Outcomes of treatment of cats with feline infectious peritonitis using parenterally administered remdesivir, with or without transition to orally administered GS-441524
A summary of:
Outcomes of treatment of cats with feline infectious peritonitis using parenterally administered remdesivir, with or without transition to orally administered GS-441524.
J Vet Intern Med 2023 Jul 13
Feline Infections Peritonitis (FIP) has classically been considered a fatal disease of cats, however recent advances in medicine have resulted in the creation of several antiviral compounds that have led to prolonged survival in large numbers of cats. A variety of medication including remdesivir and its metabolite GS-441524, molnupiravir, GC376, and others have been shown to be effective in treatment of both wet and dry FIP. The aim of this EveryCat-funded prospective case series was to document survival and describe the clinical course of cats with FIP treated with compounded remdesivir administered parenterally as monotherapy, with or without transition to compounded GS-441524 administered orally.
Cats were recruited for the study through various routes, including a laboratory that confirmed FIP cases and other platforms like conferences, webinars, and social media. The cats remained under the care of their owners and regular veterinarians during the study.
A convincing FIP diagnosis required supportive clinical signs combined with a positive result on tissue or effusion immunocytochemistry or PCR. Treatment was continued for a minimum of 84 days and at least 2 weeks beyond achievement of remission.
A total of 28 client-owned cats with FIP were recruited for the study.
The original treatment protocol was an induction with 10 mg/kg remdesivir given q24h as a slow IV infusion on days 0, 1, 2, and 3. The maintenance phase used 6 mg/kg administered subcutaneously (SC) q24h for a minimum of 84 days total treatment or extended at least 2 weeks beyond achievement of remission. If ocular or neurological manifestations were apparent, a higher maintenance dosage of 10 mg/kg was utilized.
A second group received a protocol of higher dose remdesivir (15-20mg/kg) due to reduced treatment efficacy at lower doses.
After the release of compounded GS-441524 50 mg tablets in late 2021 (halfway through case recruitment), if continued treatment with remdesivir was impeded by difficulty administering daily injections, veterinarians could elect to transition cats to oral GS-441524 at the same dosage rounded up to the nearest half tablet (25 mg).
Two cats (8%) had extreme adverse reactions to injectable drug because of perceived stinging after subcutaneous administration of remdesivir. Mild injection site discomfort was reported in 13/25 (52%) of cats and mild localized injection site reactions observed in 5/25 (20%). All adverse reactions resolved on termination of injections. No adverse effects were observed in cats receiving GS-441524 tablets. Eosinophilia was observed in 13/25 cats (52%) that completed 12 weeks of treatment; this was not associated with clinical signs, and it is unclear if this was due to the drug or the disease.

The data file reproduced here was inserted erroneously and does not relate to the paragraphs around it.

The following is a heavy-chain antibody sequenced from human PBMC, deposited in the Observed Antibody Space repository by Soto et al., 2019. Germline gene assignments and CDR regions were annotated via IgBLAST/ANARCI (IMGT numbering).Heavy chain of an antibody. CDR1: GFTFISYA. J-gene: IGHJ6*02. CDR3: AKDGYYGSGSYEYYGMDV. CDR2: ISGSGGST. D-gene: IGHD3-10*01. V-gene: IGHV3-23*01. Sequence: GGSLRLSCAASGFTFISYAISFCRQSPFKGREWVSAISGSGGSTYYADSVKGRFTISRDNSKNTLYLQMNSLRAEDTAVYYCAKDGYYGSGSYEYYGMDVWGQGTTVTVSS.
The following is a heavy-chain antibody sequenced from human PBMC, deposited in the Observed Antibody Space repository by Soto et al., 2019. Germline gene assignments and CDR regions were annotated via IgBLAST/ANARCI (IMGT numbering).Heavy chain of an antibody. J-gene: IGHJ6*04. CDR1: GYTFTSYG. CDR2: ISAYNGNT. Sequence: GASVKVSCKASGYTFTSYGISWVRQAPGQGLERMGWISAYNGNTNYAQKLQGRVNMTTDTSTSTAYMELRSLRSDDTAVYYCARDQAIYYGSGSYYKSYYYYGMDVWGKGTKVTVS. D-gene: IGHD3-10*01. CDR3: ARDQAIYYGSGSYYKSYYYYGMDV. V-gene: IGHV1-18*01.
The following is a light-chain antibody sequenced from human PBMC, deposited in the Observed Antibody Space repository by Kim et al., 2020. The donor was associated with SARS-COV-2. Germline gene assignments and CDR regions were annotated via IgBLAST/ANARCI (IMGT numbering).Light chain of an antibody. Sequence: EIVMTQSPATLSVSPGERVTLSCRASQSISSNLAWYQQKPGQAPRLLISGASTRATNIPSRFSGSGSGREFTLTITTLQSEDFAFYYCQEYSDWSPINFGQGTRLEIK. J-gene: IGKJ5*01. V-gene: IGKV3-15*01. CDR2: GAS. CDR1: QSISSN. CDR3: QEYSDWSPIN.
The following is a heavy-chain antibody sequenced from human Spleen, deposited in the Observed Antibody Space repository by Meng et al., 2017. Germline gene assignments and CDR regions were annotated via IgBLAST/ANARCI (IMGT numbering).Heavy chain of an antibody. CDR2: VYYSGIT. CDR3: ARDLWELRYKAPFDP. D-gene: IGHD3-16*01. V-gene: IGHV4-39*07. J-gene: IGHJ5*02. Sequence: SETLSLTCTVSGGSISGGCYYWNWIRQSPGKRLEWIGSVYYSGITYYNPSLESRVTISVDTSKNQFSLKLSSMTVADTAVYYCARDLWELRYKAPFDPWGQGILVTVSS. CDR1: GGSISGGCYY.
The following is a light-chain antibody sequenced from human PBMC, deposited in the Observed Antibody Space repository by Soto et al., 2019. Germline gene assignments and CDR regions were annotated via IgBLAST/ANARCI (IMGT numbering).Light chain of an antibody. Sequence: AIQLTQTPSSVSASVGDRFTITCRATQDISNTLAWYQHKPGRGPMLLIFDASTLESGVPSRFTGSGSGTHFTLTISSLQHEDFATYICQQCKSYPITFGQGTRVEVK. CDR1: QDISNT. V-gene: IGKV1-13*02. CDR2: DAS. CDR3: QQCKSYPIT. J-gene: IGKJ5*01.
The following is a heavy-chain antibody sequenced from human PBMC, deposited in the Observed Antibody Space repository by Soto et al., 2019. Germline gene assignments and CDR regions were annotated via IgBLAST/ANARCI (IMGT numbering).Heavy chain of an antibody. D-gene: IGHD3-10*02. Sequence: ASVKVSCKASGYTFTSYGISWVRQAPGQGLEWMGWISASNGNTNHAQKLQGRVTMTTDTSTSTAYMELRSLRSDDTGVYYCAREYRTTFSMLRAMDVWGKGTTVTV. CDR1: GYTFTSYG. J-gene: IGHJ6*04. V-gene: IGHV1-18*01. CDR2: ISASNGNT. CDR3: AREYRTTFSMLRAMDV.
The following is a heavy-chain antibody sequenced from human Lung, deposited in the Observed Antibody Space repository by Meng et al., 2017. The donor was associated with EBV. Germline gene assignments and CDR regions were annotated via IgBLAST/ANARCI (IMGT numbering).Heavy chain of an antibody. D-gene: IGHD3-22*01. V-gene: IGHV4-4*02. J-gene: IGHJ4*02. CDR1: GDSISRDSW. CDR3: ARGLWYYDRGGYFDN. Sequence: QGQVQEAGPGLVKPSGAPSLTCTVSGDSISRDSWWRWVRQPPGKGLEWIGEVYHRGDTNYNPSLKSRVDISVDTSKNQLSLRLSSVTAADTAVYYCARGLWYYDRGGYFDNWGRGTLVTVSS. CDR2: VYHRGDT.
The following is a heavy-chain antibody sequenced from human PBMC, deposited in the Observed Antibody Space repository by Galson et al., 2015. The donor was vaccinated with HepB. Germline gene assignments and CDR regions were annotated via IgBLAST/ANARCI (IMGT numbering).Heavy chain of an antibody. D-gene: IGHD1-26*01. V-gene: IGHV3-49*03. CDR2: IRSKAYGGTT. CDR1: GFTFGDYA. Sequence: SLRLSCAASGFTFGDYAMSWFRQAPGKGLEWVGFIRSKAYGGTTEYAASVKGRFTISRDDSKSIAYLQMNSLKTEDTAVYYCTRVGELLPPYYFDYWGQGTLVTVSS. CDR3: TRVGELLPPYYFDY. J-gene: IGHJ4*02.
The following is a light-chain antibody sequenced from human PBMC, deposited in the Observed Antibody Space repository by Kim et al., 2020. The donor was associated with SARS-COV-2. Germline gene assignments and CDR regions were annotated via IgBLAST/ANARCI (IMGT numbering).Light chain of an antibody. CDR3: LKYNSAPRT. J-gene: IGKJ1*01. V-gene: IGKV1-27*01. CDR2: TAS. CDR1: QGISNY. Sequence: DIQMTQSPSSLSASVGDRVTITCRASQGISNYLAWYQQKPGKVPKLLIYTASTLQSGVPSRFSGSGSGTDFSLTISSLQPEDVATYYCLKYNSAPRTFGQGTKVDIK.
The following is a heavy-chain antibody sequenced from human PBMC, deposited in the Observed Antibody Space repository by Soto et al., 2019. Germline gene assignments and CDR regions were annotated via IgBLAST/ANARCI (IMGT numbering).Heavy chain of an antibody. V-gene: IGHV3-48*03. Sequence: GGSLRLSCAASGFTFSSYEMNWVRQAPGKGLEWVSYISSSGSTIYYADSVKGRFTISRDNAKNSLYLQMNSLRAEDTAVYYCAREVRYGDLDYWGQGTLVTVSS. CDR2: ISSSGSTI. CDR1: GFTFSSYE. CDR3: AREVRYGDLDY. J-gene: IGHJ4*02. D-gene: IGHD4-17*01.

Markers of treatment success included resolution of fever, cavitary effusions, and clinical signs of FIP in the first half of treatment and normalization of globulin concentration, and body weight gains in the latter half of the treatment period.
Twenty-four cats survived to 6 months (86%). Three cats died within 48 hours. Excluding these, survival from 48 hours to 6 months was 96%. Three cats required secondary treatment for re-emergent FIP. Remission was achieved in all 3 after higher dosing (15-20 mg/kg). The recurrence rate to 6 months for cats that achieved remission whilst receiving low-dose Remdesivir was 30% (3/10), compared with no recurrence for the high-dose Remdesivir (n = 2) and Remdesivir/GS-441524 (n = 13) groups.
The authors ultimately concluded that “Parenteral administration of remdesivir and oral administration of GS-441524 are effective and well-tolerated treatments for FIP. Early emphasis on clinical, and later emphasis on clinicopathologic response, appears prudent when monitoring treatment efficacy.”
Further work in this area is needed, including establishing ideal doses, closing intervals, and length of therapy. While this study serves as a demonstration of the efficacy of these therapies, it does not definitively establish the ideal method of treatment of these cats. Additionally, newer FIP drugs are coming onto the market rapidly, and combination therapies or alternative therapies may be more useful than single agents. Further work building on this study may help to elucidate more treatment options for FIP. ~MJK